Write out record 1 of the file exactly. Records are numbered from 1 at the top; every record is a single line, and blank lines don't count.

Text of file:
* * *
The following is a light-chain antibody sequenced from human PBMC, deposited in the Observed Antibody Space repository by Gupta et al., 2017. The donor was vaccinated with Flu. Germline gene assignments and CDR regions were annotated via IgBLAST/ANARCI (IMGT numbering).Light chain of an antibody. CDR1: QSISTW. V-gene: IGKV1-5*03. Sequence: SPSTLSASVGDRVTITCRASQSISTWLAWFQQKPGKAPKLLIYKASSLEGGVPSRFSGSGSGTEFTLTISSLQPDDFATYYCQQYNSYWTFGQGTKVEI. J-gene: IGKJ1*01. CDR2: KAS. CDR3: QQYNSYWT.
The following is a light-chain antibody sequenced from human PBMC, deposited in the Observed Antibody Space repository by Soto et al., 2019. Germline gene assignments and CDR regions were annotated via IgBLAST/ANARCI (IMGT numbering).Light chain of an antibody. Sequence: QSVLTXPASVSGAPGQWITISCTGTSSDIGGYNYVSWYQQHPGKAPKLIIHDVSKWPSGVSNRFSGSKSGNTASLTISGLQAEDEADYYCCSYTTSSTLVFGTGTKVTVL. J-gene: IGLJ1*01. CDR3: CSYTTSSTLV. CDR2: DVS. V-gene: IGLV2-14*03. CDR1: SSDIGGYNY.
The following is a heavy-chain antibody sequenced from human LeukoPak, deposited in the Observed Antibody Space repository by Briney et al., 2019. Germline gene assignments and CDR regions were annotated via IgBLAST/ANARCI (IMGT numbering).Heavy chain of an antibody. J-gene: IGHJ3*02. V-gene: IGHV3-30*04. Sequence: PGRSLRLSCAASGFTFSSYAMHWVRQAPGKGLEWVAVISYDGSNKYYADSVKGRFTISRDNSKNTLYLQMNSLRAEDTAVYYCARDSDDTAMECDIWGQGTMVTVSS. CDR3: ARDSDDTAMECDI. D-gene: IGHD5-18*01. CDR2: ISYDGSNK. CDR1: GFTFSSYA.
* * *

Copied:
The following is a light-chain antibody sequenced from human PBMC, deposited in the Observed Antibody Space repository by Gupta et al., 2017. The donor was vaccinated with Flu. Germline gene assignments and CDR regions were annotated via IgBLAST/ANARCI (IMGT numbering).Light chain of an antibody. CDR1: QSISTW. V-gene: IGKV1-5*03. Sequence: SPSTLSASVGDRVTITCRASQSISTWLAWFQQKPGKAPKLLIYKASSLEGGVPSRFSGSGSGTEFTLTISSLQPDDFATYYCQQYNSYWTFGQGTKVEI. J-gene: IGKJ1*01. CDR2: KAS. CDR3: QQYNSYWT.